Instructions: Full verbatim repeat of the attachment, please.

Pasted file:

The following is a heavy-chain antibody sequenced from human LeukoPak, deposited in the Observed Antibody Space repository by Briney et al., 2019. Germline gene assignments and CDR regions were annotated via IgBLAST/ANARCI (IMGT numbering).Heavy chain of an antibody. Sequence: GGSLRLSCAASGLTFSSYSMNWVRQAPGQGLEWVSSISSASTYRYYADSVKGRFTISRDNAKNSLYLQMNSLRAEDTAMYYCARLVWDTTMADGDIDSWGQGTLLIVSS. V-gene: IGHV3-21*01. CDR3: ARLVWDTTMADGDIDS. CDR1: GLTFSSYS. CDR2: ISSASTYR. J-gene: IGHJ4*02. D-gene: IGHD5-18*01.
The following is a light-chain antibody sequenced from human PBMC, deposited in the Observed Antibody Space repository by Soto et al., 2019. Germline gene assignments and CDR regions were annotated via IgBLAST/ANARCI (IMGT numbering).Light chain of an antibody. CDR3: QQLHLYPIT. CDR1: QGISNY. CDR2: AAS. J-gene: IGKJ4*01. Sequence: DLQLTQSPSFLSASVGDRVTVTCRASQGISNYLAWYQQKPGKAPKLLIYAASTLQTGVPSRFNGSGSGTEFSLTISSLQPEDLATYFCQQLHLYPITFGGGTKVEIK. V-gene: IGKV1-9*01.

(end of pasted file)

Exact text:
The following is a heavy-chain antibody sequenced from human LeukoPak, deposited in the Observed Antibody Space repository by Briney et al., 2019. Germline gene assignments and CDR regions were annotated via IgBLAST/ANARCI (IMGT numbering).Heavy chain of an antibody. Sequence: GGSLRLSCAASGLTFSSYSMNWVRQAPGQGLEWVSSISSASTYRYYADSVKGRFTISRDNAKNSLYLQMNSLRAEDTAMYYCARLVWDTTMADGDIDSWGQGTLLIVSS. V-gene: IGHV3-21*01. CDR3: ARLVWDTTMADGDIDS. CDR1: GLTFSSYS. CDR2: ISSASTYR. J-gene: IGHJ4*02. D-gene: IGHD5-18*01.
The following is a light-chain antibody sequenced from human PBMC, deposited in the Observed Antibody Space repository by Soto et al., 2019. Germline gene assignments and CDR regions were annotated via IgBLAST/ANARCI (IMGT numbering).Light chain of an antibody. CDR3: QQLHLYPIT. CDR1: QGISNY. CDR2: AAS. J-gene: IGKJ4*01. Sequence: DLQLTQSPSFLSASVGDRVTVTCRASQGISNYLAWYQQKPGKAPKLLIYAASTLQTGVPSRFNGSGSGTEFSLTISSLQPEDLATYFCQQLHLYPITFGGGTKVEIK. V-gene: IGKV1-9*01.